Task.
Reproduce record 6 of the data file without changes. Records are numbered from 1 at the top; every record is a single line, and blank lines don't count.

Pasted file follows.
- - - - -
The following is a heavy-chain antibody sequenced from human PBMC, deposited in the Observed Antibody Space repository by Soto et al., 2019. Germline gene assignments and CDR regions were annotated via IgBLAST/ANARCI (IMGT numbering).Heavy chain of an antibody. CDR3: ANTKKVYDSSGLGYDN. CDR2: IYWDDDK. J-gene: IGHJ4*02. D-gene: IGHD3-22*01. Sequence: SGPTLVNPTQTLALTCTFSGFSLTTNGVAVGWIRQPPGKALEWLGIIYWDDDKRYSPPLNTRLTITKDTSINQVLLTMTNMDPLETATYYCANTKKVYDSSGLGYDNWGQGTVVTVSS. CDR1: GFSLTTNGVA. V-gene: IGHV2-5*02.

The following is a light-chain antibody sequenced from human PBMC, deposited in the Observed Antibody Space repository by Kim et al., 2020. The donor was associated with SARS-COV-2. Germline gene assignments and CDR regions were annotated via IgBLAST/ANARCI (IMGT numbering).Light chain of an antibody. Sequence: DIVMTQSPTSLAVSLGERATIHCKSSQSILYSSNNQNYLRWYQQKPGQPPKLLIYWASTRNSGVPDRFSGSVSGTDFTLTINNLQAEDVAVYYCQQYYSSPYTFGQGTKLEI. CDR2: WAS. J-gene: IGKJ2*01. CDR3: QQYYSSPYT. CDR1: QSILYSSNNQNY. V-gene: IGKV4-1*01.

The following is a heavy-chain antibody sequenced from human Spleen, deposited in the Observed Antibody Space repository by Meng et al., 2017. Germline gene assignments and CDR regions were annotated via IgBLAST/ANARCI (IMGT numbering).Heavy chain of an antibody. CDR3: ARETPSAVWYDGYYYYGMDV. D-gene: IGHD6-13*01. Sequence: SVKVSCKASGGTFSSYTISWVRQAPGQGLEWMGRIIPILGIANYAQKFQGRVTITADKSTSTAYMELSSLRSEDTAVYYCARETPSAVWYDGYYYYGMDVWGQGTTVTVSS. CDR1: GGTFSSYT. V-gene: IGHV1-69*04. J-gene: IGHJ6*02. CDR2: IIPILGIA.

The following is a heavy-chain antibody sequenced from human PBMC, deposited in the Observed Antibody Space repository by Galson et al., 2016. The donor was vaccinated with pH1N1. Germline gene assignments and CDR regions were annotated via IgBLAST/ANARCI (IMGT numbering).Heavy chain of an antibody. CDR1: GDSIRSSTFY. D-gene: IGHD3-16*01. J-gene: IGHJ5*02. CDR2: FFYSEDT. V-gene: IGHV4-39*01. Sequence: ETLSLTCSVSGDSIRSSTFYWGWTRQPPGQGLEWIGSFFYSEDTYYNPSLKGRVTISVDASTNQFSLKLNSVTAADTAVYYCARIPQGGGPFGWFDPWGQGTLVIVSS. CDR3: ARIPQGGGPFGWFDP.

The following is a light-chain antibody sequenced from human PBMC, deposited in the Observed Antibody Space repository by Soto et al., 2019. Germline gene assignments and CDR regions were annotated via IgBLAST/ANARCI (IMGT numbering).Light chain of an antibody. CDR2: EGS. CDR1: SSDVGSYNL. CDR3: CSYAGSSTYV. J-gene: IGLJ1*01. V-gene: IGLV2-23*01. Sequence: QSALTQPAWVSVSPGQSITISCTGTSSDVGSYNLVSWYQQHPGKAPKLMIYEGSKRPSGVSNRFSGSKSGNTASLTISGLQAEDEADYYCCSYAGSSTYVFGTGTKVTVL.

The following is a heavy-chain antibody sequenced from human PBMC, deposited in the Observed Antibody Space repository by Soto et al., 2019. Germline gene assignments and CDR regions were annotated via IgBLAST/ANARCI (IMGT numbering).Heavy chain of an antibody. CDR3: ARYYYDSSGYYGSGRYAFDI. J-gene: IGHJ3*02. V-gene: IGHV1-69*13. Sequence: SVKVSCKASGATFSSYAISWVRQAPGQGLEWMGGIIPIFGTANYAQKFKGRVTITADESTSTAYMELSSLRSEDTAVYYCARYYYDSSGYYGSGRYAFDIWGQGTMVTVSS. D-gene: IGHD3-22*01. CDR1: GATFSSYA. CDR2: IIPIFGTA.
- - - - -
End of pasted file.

The following is a heavy-chain antibody sequenced from human PBMC, deposited in the Observed Antibody Space repository by Soto et al., 2019. Germline gene assignments and CDR regions were annotated via IgBLAST/ANARCI (IMGT numbering).Heavy chain of an antibody. CDR3: ARYYYDSSGYYGSGRYAFDI. J-gene: IGHJ3*02. V-gene: IGHV1-69*13. Sequence: SVKVSCKASGATFSSYAISWVRQAPGQGLEWMGGIIPIFGTANYAQKFKGRVTITADESTSTAYMELSSLRSEDTAVYYCARYYYDSSGYYGSGRYAFDIWGQGTMVTVSS. D-gene: IGHD3-22*01. CDR1: GATFSSYA. CDR2: IIPIFGTA.